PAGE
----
At the day job this week, we had a workshop on personal branding, and did a number of exercises to find the authentic self we wanted to project when dealing with clients.
I had no trouble defining my essence: the core values and passions that define me. I’ve spent the past four years thinking about them as I created the brand for Jude Knight. They don’t change between Jude Knight the storyteller and Judy Knighton the plain English business consultant, because they are the real me.
I’m a storyteller with an abiding compassion for people and a deep desire to contribute to the wellbeing of individuals and communities.
This post results from mulling over the workshop and also several blogs and articles I’ve read this week.
Sherry Thomas, in an interview, talked about romance writing in the current political environment. She has received some flak for her views from people who seem to think she is planning to turn her novels into a political rant, but I didn’t take it that way.
To me, it seems inevitable that one’s values and attitudes will influence the themes we write about, the characters we glorify, and what we consider to be happy endings. Yes, and whether wealth and power are shown as corrupting or as virtuous, which is a very strong political statement indeed.
My values are informed by my life experiences and my Catholic faith, and I try to live by them in all I say and do. My books will always reward a passion for justice and community, and ultimately punish greed and selfishness. (Which life doesn’t always do, at least the bit of it we see, so I should, because in the world I create, I can.)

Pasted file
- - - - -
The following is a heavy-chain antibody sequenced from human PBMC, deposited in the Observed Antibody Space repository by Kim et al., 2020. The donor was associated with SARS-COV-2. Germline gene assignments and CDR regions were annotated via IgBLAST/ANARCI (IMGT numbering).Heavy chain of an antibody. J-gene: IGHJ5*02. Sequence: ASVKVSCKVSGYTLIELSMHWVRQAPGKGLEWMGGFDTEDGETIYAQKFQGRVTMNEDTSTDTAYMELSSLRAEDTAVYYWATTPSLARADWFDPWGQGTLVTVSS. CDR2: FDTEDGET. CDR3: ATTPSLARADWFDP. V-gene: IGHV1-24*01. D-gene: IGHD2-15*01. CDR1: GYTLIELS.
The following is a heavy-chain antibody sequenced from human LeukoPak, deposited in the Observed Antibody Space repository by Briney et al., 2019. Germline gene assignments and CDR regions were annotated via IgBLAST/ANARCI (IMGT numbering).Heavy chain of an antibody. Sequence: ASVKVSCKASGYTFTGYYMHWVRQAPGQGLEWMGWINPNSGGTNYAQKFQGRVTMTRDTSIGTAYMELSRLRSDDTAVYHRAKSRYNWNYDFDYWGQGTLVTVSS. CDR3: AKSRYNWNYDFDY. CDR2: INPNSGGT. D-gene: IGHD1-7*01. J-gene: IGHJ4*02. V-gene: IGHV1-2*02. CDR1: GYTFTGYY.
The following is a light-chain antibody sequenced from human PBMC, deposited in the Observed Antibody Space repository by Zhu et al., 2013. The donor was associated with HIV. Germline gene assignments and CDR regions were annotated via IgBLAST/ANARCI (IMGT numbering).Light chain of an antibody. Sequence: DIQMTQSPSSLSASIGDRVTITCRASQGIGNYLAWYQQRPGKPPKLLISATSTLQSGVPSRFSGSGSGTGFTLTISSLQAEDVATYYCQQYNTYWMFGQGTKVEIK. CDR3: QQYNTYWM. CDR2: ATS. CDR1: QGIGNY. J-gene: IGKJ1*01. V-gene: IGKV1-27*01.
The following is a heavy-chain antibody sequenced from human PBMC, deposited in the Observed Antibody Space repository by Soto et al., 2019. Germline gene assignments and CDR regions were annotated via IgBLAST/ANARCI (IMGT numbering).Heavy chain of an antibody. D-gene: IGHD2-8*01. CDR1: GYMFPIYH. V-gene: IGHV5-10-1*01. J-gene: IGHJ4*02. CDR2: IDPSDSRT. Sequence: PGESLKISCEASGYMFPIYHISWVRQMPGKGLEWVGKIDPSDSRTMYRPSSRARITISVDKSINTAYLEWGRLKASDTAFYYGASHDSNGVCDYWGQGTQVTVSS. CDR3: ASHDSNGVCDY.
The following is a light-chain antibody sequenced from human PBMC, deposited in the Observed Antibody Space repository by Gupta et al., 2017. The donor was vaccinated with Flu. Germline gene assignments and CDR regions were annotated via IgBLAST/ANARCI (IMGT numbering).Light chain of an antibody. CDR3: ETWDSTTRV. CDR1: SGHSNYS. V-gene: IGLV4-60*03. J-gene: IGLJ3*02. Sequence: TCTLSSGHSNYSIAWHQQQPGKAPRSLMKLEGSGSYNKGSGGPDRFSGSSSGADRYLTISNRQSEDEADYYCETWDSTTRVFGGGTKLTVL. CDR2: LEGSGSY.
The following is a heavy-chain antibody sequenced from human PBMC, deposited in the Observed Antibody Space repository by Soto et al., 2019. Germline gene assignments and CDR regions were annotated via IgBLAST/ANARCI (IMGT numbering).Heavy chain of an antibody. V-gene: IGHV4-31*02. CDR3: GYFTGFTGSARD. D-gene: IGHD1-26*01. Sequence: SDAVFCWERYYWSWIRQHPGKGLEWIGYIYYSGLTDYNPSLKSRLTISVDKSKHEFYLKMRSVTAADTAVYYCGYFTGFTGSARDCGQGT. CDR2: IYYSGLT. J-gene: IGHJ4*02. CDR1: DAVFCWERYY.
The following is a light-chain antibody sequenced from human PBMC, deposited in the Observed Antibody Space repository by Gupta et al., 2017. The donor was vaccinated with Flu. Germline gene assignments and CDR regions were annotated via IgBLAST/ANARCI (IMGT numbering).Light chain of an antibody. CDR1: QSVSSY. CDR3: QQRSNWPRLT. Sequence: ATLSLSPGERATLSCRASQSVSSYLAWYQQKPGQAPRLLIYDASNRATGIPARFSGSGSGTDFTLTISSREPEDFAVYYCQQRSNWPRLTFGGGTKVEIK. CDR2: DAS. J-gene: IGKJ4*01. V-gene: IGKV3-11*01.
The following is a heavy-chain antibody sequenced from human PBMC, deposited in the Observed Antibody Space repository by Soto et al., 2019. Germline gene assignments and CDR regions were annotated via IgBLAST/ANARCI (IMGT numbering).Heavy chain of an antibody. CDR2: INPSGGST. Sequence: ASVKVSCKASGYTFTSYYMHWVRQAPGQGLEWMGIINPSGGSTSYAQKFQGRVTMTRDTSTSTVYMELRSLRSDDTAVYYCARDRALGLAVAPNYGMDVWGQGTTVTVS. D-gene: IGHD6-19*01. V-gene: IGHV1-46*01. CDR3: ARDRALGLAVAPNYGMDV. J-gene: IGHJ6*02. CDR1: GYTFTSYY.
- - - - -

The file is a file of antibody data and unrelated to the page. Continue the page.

Laurie Penny, in the Unforgiving Minute, has produced one of the best #metoo articles I’ve read (and I’ve read lots). She challenges men to stop making the current post-Weinstein world about them and their desire to get laid.
In a world where men take their view of good sex from Hugh Hefner and women suffer the consequences, I firmly believe that writing bodice rippers is a degenerate act. I’m defining the term as a book set in the past, with a young, virginal heroine and a more powerful (because older, richer, or simply more brutal) hero who forces her to have non-consensual sex until they fall in love and live happily ever after. Rapist-turned-true-hero, and no-doesn’t-mean-no. For a man to write such a book is an act of violence. For a woman to do so is treachery.
My books will reward relationships founded on mutual respect. If that’s not where my couple start out, it is where they will end up. The most rakish of my heroes will need to face the emptiness in their souls where intimacy should be, and so will the heroine I have in mind for a series I’m involved with in 2019.
I strongly believe that the romance genre is feminist, in the sense that it is a genre in which women are subjects, not objects; in which women’s concerns and women’s actions are centre stage; in which women’s sexual pleasure is based on female, not male experience.
Not all romances are feminist. I’ve dnfed* some shocking pieces of adolescent male fantasy masquerading as romance erotica, and I’ve read many stories with heroes who are controlling despots with heroines who like that in a man.
My stories won’t always have strong heroines. They won’t always have heroes who, at the beginning of the story, honour the identity of their love interest and partner with them. But that’s always going to be my goal: a true abiding love based on mutual understanding and respect.
If I am to be true to myself, I can do no other.
*dnf = do not finish